Here’s a few things that people shared with us in Lush at our Charity Pot party: HATW x Lush-1 HATW x Lush-2 HATW x Lush-3 HATW x Lush-4 HATW x Lush-5 HATW x Lush-6 HATW x Lush-7 HATW x Lush-8 HATW x Lush-9 HATW x Lush-10 HATW x Lush-11 HATW x Lush-12 HATW x Lush-13 HATW x Lush-14 HATW x Lush-15

Well. It’s been nearly a year since we last did one of these playlists (where did that year go?!) so we figured it was time to put one together again – especially since there’s been so much rad new music recently.

Chance The Rapper – ‘All We Got’

A while back, we were getting people to write out the lyrics that pick them up when they’re feeling down, and one of the first ones was Chance The Rapper: “Everybody’s somebody’s everything; nobody is nothing” –  it’s a nice lil reminder that everyone’s fighting their own battles, and everyone is important. Whoever you are, you matter to someone. You’re important. Annoyingly though, it isn’t on Spotify, so I went for ‘All We Got’ – the first track off his album ‘Colouring Book’ . Whenever I listen to Chance the Rapper, I imagine laying on grass in the sun, looking up at clouds, and this chilled song is a great example of why.

Anderson .Paak – ‘The Bird’

“We see the same things, we sing the same songs, we feel the same grief” was the line that stood out to me. This song, like Chance The Rapper, chills me right out, however I’m feeling. I like to lay down with headphones on, and listen to Anderson .Paak when I’m having a lazy Sunday.


Trash Boat – ‘Brave Face’

I think the main sentiment behind this for me was “I know that nothing I write you can change what you’ve been through” – an acceptance that you can’t change the past, and even the best will in the world can’t change what’s happened to you. But you can do something about it moving forward. You can find ways to grow, not ignoring the past, but learning from it.


Holding Absence – ‘Permanent’

Holding Absence have been smashing the UK scene recently – a super hard working band, who make beautiful & emotional music that doesn’t shy away from talking about struggles with mental health. Their first single Permanent in particular touches on the idea of struggling with not wanting to be here, but the fact that dying is a permanent solution to a temporary problem “you want to die today, you don’t want to die forever”. It also brings in hope – the idea that you’ll get there eventually “you will find a home, you will find a place” in this big crazy world, you’ve just gotta keep on hanging in there.

Plus they’re a Cardiff band, and we love a bit of local talent.


Rembrandts – ‘I’ll Be There For You’

Hey, who doesn’t love F.R.I.E.N.D.S.? This just came on the radio as I was putting this list together, and as cheesy as this song is, the chorus is a nice sentiment isn’t it? Look out for your friends & take time to check in with them regularly & if someone’s done that for you, return the favour! Plus, there’s nothing wrong with a bit of cheese every now and then. Plus you can’t help but do the claps in the first verse.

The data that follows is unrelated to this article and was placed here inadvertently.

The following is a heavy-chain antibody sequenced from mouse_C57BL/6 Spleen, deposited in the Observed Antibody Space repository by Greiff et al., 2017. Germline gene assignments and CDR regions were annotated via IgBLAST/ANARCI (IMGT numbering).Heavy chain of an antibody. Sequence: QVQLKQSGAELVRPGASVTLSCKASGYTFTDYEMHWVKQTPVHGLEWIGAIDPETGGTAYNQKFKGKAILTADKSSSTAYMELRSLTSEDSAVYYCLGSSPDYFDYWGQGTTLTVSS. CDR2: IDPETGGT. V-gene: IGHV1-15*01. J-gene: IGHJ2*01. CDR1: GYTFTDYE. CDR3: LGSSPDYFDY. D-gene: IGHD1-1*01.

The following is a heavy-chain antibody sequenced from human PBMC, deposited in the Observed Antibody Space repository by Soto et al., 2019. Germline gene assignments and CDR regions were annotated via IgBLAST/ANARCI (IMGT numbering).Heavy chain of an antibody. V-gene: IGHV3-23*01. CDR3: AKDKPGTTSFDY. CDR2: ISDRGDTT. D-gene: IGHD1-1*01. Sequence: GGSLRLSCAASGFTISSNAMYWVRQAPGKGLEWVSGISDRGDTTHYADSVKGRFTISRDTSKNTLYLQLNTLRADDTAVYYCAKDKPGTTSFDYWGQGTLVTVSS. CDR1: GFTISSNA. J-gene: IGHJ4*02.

Stormzy – ‘Blinded By Your Grace, Pt. 2’

I wasn’t sure what to expect from Stormzy’s album – grime isn’t my usual kind of scene. But I had a bunch of people tell me to listen to it, so I did, and I was pleasantly surprised. There’s a bunch of different stuff on the album, including some really gospel-y stuff, so I wanted to include it because it took me by surprise, and I like the idea of not judging a book by its cover. I also saw an interview where Stormzy mentioned writing about his battle with depression too – and it’s great that people from all scenes are starting to talk openly about mental health, and using music to work through it.

Stranger Things – ‘Eleven’

I recently re-watched Stranger Things, and I forgot how much I love that show. Obviously because it hooked me in and ended each episode with me desperate to find out the answers to all the questions I had. But also because there’s a really lovely theme throughout the show about friends looking out for each other, and accepting people who some might see as “weirdos” as special, valuable & unique. I won’t go into any more detail in case you haven’t watched it yet, but the soundtrack is beautiful. It’s also actually really great to work to, if you’re ever in need of some chill music to help you concentrate/study/stare out the window on a train & pretend you’re in a movie to.

Novo Amor – ‘Carry You’

Novo Amor is featured on all sorts of Spotify playlists. And with good reason. It’s beautiful music, and the single from the new EP ‘Bathing Beach’ is no exception. From listening to this, I took away the idea of looking out for the people you care about. Perhaps in a less cheesy way than that Rembrandts song, though.